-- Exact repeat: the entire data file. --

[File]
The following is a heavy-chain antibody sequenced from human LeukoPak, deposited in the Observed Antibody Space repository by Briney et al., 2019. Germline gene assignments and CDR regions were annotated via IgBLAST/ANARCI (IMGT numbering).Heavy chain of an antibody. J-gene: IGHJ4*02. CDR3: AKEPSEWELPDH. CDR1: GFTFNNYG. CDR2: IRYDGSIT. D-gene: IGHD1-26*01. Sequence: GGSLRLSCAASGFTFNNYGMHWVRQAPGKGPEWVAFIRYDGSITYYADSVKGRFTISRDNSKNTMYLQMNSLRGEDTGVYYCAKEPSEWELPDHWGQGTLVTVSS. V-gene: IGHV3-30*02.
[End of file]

The following is a heavy-chain antibody sequenced from human LeukoPak, deposited in the Observed Antibody Space repository by Briney et al., 2019. Germline gene assignments and CDR regions were annotated via IgBLAST/ANARCI (IMGT numbering).Heavy chain of an antibody. J-gene: IGHJ4*02. CDR3: AKEPSEWELPDH. CDR1: GFTFNNYG. CDR2: IRYDGSIT. D-gene: IGHD1-26*01. Sequence: GGSLRLSCAASGFTFNNYGMHWVRQAPGKGPEWVAFIRYDGSITYYADSVKGRFTISRDNSKNTMYLQMNSLRGEDTGVYYCAKEPSEWELPDHWGQGTLVTVSS. V-gene: IGHV3-30*02.